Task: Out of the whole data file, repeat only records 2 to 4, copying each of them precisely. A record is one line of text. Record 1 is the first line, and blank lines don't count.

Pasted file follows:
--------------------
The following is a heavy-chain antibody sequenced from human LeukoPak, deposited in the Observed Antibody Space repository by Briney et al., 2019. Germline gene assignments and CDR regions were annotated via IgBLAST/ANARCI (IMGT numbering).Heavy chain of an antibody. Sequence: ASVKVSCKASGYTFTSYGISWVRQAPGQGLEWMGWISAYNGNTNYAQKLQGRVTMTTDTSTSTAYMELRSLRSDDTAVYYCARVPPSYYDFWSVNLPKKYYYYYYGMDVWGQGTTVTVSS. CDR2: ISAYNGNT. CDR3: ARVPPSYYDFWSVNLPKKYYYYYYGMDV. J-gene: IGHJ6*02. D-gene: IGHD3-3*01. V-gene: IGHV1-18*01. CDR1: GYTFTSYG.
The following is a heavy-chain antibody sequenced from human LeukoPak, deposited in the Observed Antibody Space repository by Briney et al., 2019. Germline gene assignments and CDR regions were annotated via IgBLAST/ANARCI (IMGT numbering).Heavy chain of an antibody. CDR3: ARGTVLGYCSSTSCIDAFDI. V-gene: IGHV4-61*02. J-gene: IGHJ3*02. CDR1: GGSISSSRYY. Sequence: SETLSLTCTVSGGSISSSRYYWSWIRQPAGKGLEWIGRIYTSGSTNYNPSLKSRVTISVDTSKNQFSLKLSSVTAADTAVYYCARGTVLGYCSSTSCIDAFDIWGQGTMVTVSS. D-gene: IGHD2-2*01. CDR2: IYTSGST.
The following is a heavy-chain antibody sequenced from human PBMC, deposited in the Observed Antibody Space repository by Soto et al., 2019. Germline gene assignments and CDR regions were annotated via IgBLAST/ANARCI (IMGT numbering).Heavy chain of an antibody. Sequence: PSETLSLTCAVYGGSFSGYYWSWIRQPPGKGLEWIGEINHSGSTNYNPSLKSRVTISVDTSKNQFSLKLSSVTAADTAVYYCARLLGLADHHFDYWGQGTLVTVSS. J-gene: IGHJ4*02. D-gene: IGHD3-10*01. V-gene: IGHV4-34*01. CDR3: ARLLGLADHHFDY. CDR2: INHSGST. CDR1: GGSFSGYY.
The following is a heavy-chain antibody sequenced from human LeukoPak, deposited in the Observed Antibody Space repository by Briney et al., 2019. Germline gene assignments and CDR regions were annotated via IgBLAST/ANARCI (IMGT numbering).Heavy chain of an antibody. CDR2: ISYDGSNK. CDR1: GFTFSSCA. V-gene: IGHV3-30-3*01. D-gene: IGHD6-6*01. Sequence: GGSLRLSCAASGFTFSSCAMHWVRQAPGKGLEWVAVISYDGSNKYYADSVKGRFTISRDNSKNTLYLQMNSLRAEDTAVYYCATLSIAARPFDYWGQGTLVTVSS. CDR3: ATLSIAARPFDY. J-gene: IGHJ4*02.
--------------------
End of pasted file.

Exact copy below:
The following is a heavy-chain antibody sequenced from human LeukoPak, deposited in the Observed Antibody Space repository by Briney et al., 2019. Germline gene assignments and CDR regions were annotated via IgBLAST/ANARCI (IMGT numbering).Heavy chain of an antibody. CDR3: ARGTVLGYCSSTSCIDAFDI. V-gene: IGHV4-61*02. J-gene: IGHJ3*02. CDR1: GGSISSSRYY. Sequence: SETLSLTCTVSGGSISSSRYYWSWIRQPAGKGLEWIGRIYTSGSTNYNPSLKSRVTISVDTSKNQFSLKLSSVTAADTAVYYCARGTVLGYCSSTSCIDAFDIWGQGTMVTVSS. D-gene: IGHD2-2*01. CDR2: IYTSGST.
The following is a heavy-chain antibody sequenced from human PBMC, deposited in the Observed Antibody Space repository by Soto et al., 2019. Germline gene assignments and CDR regions were annotated via IgBLAST/ANARCI (IMGT numbering).Heavy chain of an antibody. Sequence: PSETLSLTCAVYGGSFSGYYWSWIRQPPGKGLEWIGEINHSGSTNYNPSLKSRVTISVDTSKNQFSLKLSSVTAADTAVYYCARLLGLADHHFDYWGQGTLVTVSS. J-gene: IGHJ4*02. D-gene: IGHD3-10*01. V-gene: IGHV4-34*01. CDR3: ARLLGLADHHFDY. CDR2: INHSGST. CDR1: GGSFSGYY.
The following is a heavy-chain antibody sequenced from human LeukoPak, deposited in the Observed Antibody Space repository by Briney et al., 2019. Germline gene assignments and CDR regions were annotated via IgBLAST/ANARCI (IMGT numbering).Heavy chain of an antibody. CDR2: ISYDGSNK. CDR1: GFTFSSCA. V-gene: IGHV3-30-3*01. D-gene: IGHD6-6*01. Sequence: GGSLRLSCAASGFTFSSCAMHWVRQAPGKGLEWVAVISYDGSNKYYADSVKGRFTISRDNSKNTLYLQMNSLRAEDTAVYYCATLSIAARPFDYWGQGTLVTVSS. CDR3: ATLSIAARPFDY. J-gene: IGHJ4*02.